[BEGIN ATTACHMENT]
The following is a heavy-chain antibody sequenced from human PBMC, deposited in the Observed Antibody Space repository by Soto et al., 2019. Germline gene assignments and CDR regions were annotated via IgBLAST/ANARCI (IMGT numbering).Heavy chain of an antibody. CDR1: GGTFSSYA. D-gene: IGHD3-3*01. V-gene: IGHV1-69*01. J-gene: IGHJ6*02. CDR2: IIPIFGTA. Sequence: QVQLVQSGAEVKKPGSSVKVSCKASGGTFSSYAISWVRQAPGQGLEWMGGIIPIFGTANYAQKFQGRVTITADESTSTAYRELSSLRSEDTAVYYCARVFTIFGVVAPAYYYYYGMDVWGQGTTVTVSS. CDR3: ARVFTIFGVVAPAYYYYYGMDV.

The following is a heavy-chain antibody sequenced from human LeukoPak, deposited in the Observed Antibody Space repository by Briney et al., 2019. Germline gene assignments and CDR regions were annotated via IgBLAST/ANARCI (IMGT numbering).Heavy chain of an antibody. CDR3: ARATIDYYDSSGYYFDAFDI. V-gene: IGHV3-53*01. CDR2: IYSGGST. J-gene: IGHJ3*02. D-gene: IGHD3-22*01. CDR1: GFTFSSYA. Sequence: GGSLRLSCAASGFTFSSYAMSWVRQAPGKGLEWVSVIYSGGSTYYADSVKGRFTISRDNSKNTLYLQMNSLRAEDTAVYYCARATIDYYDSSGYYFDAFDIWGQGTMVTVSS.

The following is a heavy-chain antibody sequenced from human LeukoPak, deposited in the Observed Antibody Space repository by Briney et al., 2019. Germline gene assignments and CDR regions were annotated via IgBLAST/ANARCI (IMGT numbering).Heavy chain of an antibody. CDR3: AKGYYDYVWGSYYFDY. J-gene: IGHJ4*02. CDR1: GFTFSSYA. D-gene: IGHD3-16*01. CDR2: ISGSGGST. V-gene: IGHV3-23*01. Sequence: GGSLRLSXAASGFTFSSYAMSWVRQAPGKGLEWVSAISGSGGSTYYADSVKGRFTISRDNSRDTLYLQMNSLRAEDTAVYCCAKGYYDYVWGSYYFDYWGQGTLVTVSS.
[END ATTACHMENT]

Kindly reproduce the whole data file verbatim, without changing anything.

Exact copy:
The following is a heavy-chain antibody sequenced from human PBMC, deposited in the Observed Antibody Space repository by Soto et al., 2019. Germline gene assignments and CDR regions were annotated via IgBLAST/ANARCI (IMGT numbering).Heavy chain of an antibody. CDR1: GGTFSSYA. D-gene: IGHD3-3*01. V-gene: IGHV1-69*01. J-gene: IGHJ6*02. CDR2: IIPIFGTA. Sequence: QVQLVQSGAEVKKPGSSVKVSCKASGGTFSSYAISWVRQAPGQGLEWMGGIIPIFGTANYAQKFQGRVTITADESTSTAYRELSSLRSEDTAVYYCARVFTIFGVVAPAYYYYYGMDVWGQGTTVTVSS. CDR3: ARVFTIFGVVAPAYYYYYGMDV.

The following is a heavy-chain antibody sequenced from human LeukoPak, deposited in the Observed Antibody Space repository by Briney et al., 2019. Germline gene assignments and CDR regions were annotated via IgBLAST/ANARCI (IMGT numbering).Heavy chain of an antibody. CDR3: ARATIDYYDSSGYYFDAFDI. V-gene: IGHV3-53*01. CDR2: IYSGGST. J-gene: IGHJ3*02. D-gene: IGHD3-22*01. CDR1: GFTFSSYA. Sequence: GGSLRLSCAASGFTFSSYAMSWVRQAPGKGLEWVSVIYSGGSTYYADSVKGRFTISRDNSKNTLYLQMNSLRAEDTAVYYCARATIDYYDSSGYYFDAFDIWGQGTMVTVSS.

The following is a heavy-chain antibody sequenced from human LeukoPak, deposited in the Observed Antibody Space repository by Briney et al., 2019. Germline gene assignments and CDR regions were annotated via IgBLAST/ANARCI (IMGT numbering).Heavy chain of an antibody. CDR3: AKGYYDYVWGSYYFDY. J-gene: IGHJ4*02. CDR1: GFTFSSYA. D-gene: IGHD3-16*01. CDR2: ISGSGGST. V-gene: IGHV3-23*01. Sequence: GGSLRLSXAASGFTFSSYAMSWVRQAPGKGLEWVSAISGSGGSTYYADSVKGRFTISRDNSRDTLYLQMNSLRAEDTAVYCCAKGYYDYVWGSYYFDYWGQGTLVTVSS.